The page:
Perhaps this is why so many people do all they can to avoid thinking about the world in any meaningful sense, instead focussing on popular culture and the immediate social circle. Once you start to think of the world not as something out there but as something which you are a part of and have some power over, it’s difficult not to start thinking about these issues of morality and responsibility – and inevitably find ourselves wanting. That’s a continuing process rather than the end of the world but it can seem so terrifying that we run away from that power for our entire lives. Who knows what the colleagues of Bradley Manning and Edward Snowden have told themselves – undoubtedly some of the same rhetoric which we’ve heard wheeled out in opposition to them since they took their actions, contrasting their own ‘mature’ silence and complicity with the crazed, irresponsible, dangerous actions of the whistle-blowers. Rationalise, rationalise, don’t rock the boat and be a ‘good person’. In broader terms the urge is to look away. Why think about what is happening to people exposing our government’s wrong-doings when we can talk about Mad Men or Game of Thrones or chastise Chris Brown or squee because Hillary Clinton, one of the most powerful members of the government which is persecuting Manning and was exposed by Snowden, has joined Twitter with a ‘sassy’ bio? There’s little we can do about this stuff, after all – it’s out there rather than being a part of our daily lives. Thus divested of our moral responsibility we sign another petition and congratulate ourselves on not being one of the bad people – the homophobic, religion, ranting people, the ones who kill people, the ones who have power. They are over there and we are here and as long as we can stay as untainted as possible, we’re pretty good people. As I’ve written before, one of the most powerful aspects of Manning’s (and now Snowden’s) actions is that it shames those of us who think of ourselves as good while indulging in equivocation after equivocation. They highlight the Fisher Price morality of the ‘goodies’ who applaud Hillary and Obama internet memes while taking little interest in what they actually do or, worse, slavishly adapting their principles to suit. This illuminating poll reveals that many Democrats who previously thought that NSA surveillance was unacceptable (implicitly because it was associated with Republicans) support it now that their own ‘team’ has been caught up in it. In Britain, meanwhile, so-called ‘libertarians’ who attacked Labour with righteous fury for their ‘if you’ve done nothing wrong, you’ve got nothing to fear’ rhetoric declared themselves at ease with the Tories’ deployment of the exact same line.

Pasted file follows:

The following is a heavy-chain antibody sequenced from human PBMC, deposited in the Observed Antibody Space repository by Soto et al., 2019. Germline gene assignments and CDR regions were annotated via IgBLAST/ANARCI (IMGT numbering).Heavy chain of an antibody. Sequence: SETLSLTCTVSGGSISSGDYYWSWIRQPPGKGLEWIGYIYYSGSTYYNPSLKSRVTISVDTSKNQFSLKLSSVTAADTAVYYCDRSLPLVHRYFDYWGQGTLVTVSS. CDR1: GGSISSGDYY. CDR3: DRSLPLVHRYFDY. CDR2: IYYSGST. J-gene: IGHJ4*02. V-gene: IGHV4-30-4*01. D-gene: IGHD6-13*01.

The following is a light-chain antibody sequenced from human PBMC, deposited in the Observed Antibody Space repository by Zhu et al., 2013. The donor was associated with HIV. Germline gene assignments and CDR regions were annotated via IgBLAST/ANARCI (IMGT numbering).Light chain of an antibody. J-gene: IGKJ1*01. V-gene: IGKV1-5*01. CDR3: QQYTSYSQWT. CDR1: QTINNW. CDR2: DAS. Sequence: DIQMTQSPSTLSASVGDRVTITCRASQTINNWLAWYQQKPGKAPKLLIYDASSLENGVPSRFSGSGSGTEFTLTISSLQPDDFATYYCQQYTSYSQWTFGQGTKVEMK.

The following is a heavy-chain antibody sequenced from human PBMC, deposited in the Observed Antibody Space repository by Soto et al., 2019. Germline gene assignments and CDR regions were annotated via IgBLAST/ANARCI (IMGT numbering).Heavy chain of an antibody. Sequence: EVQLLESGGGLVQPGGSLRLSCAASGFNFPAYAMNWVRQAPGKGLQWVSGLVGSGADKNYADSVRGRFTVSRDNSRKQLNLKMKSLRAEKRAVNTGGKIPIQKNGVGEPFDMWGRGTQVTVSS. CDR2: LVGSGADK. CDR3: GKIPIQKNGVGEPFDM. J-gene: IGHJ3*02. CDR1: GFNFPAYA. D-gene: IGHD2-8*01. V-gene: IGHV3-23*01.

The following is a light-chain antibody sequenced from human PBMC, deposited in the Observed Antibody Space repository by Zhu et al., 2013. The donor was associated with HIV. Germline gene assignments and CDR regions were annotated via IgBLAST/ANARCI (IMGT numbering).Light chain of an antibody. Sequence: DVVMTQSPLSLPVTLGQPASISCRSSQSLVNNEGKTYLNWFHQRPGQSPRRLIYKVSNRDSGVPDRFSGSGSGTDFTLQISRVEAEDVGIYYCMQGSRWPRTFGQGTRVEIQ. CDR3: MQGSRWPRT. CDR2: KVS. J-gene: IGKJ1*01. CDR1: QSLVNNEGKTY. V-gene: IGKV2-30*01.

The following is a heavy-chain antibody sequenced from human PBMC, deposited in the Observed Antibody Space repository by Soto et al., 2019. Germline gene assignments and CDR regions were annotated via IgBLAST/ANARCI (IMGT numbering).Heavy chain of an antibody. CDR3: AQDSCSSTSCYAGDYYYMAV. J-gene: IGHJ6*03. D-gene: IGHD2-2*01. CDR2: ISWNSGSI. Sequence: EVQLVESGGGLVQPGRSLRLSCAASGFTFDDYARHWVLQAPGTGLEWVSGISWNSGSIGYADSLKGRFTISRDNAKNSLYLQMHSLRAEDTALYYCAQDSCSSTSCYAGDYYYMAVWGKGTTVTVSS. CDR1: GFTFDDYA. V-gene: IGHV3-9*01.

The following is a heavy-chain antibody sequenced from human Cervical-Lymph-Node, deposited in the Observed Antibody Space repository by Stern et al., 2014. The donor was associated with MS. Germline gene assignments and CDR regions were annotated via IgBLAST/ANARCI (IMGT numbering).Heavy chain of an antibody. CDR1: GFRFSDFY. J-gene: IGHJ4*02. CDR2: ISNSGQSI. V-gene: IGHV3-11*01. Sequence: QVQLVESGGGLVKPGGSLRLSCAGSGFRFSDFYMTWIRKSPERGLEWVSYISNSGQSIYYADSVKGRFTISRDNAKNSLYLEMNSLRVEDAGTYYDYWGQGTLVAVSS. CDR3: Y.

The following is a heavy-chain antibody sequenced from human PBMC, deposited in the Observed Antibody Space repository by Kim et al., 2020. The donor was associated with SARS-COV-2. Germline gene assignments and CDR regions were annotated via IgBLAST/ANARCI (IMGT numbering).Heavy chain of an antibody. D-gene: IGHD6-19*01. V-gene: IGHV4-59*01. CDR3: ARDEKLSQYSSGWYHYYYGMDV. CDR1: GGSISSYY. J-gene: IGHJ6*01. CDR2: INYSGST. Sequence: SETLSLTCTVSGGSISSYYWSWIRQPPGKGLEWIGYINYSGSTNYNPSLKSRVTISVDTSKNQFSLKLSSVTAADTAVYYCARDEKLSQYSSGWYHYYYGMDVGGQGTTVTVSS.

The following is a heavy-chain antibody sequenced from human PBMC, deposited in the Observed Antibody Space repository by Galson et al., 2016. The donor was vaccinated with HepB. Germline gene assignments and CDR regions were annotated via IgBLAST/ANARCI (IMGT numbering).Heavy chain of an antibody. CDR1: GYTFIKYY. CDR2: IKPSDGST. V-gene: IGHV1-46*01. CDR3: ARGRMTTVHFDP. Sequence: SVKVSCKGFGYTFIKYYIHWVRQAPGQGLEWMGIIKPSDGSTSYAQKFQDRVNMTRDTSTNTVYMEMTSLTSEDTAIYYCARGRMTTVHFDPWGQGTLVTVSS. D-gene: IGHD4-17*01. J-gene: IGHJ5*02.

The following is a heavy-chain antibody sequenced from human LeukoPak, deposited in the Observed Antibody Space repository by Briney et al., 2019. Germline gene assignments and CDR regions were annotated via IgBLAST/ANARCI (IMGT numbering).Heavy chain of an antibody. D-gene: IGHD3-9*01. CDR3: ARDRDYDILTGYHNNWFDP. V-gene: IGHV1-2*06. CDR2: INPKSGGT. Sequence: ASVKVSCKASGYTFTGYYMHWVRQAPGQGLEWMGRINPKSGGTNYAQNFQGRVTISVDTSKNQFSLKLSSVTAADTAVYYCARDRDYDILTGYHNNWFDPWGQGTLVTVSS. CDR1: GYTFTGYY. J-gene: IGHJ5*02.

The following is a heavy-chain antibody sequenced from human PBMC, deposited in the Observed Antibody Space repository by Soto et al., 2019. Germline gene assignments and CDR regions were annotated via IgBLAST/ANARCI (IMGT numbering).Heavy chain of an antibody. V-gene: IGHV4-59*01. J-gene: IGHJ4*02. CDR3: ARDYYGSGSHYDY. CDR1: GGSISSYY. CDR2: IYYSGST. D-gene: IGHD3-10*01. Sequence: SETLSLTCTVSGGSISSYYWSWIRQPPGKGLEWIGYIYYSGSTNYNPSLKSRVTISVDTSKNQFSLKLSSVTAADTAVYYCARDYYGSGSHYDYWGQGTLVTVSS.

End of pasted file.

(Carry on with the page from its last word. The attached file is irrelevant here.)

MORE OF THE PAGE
This is where the divestment of moral responsibility gets you. You become an amorphous cloud, adjusting to whatever position best enables you to keep believing that you’re ‘a good person’ while avoiding facing the uncomfortable and unpleasant truths which our own power in the world confronts us with. Manning and Snowden, in taking decisive action which put themselves at risk, blow this wide open and confront us with our own agency in the world. An agency which most of us suppress each and every day. There have been many on social media asking that we stand with Snowden just as we should stand with Manning. Looking at our own lives, our own agency, seems just one of the apt ways in which we can do this.